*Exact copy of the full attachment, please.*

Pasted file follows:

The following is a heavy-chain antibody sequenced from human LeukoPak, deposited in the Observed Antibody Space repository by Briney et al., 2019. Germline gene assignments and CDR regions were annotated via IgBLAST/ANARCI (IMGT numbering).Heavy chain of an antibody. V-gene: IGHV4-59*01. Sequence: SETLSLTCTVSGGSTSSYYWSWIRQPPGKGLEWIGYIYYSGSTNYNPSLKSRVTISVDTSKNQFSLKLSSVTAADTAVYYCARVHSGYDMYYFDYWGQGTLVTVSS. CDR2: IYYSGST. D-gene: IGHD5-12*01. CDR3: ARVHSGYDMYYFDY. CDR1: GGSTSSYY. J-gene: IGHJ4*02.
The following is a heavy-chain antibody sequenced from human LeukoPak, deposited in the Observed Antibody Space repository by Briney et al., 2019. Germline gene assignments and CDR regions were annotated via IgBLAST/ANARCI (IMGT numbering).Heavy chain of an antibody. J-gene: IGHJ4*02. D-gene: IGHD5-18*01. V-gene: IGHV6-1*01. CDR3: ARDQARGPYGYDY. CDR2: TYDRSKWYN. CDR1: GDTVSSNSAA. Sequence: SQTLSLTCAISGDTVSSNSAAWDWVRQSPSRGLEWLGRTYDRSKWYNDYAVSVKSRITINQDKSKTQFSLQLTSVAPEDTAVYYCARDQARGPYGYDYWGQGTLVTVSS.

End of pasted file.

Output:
The following is a heavy-chain antibody sequenced from human LeukoPak, deposited in the Observed Antibody Space repository by Briney et al., 2019. Germline gene assignments and CDR regions were annotated via IgBLAST/ANARCI (IMGT numbering).Heavy chain of an antibody. V-gene: IGHV4-59*01. Sequence: SETLSLTCTVSGGSTSSYYWSWIRQPPGKGLEWIGYIYYSGSTNYNPSLKSRVTISVDTSKNQFSLKLSSVTAADTAVYYCARVHSGYDMYYFDYWGQGTLVTVSS. CDR2: IYYSGST. D-gene: IGHD5-12*01. CDR3: ARVHSGYDMYYFDY. CDR1: GGSTSSYY. J-gene: IGHJ4*02.
The following is a heavy-chain antibody sequenced from human LeukoPak, deposited in the Observed Antibody Space repository by Briney et al., 2019. Germline gene assignments and CDR regions were annotated via IgBLAST/ANARCI (IMGT numbering).Heavy chain of an antibody. J-gene: IGHJ4*02. D-gene: IGHD5-18*01. V-gene: IGHV6-1*01. CDR3: ARDQARGPYGYDY. CDR2: TYDRSKWYN. CDR1: GDTVSSNSAA. Sequence: SQTLSLTCAISGDTVSSNSAAWDWVRQSPSRGLEWLGRTYDRSKWYNDYAVSVKSRITINQDKSKTQFSLQLTSVAPEDTAVYYCARDQARGPYGYDYWGQGTLVTVSS.